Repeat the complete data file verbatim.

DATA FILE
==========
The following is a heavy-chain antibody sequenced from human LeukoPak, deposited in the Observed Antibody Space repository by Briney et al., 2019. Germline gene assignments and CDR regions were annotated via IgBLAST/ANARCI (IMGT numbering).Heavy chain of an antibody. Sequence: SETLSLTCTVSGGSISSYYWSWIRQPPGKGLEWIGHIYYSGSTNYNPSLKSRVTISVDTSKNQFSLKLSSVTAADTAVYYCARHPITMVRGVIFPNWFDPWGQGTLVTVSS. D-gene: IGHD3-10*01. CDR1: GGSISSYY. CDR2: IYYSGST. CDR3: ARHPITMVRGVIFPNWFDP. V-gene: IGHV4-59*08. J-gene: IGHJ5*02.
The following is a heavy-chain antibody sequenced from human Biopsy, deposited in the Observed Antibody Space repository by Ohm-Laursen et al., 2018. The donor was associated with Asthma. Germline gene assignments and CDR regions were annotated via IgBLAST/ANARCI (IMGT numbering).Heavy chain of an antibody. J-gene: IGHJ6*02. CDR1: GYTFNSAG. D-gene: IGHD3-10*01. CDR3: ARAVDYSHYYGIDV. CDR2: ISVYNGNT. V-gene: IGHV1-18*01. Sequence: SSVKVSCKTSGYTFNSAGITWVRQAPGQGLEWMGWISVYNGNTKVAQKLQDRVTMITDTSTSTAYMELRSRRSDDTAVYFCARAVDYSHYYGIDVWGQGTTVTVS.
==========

The following is a heavy-chain antibody sequenced from human LeukoPak, deposited in the Observed Antibody Space repository by Briney et al., 2019. Germline gene assignments and CDR regions were annotated via IgBLAST/ANARCI (IMGT numbering).Heavy chain of an antibody. Sequence: SETLSLTCTVSGGSISSYYWSWIRQPPGKGLEWIGHIYYSGSTNYNPSLKSRVTISVDTSKNQFSLKLSSVTAADTAVYYCARHPITMVRGVIFPNWFDPWGQGTLVTVSS. D-gene: IGHD3-10*01. CDR1: GGSISSYY. CDR2: IYYSGST. CDR3: ARHPITMVRGVIFPNWFDP. V-gene: IGHV4-59*08. J-gene: IGHJ5*02.
The following is a heavy-chain antibody sequenced from human Biopsy, deposited in the Observed Antibody Space repository by Ohm-Laursen et al., 2018. The donor was associated with Asthma. Germline gene assignments and CDR regions were annotated via IgBLAST/ANARCI (IMGT numbering).Heavy chain of an antibody. J-gene: IGHJ6*02. CDR1: GYTFNSAG. D-gene: IGHD3-10*01. CDR3: ARAVDYSHYYGIDV. CDR2: ISVYNGNT. V-gene: IGHV1-18*01. Sequence: SSVKVSCKTSGYTFNSAGITWVRQAPGQGLEWMGWISVYNGNTKVAQKLQDRVTMITDTSTSTAYMELRSRRSDDTAVYFCARAVDYSHYYGIDVWGQGTTVTVS.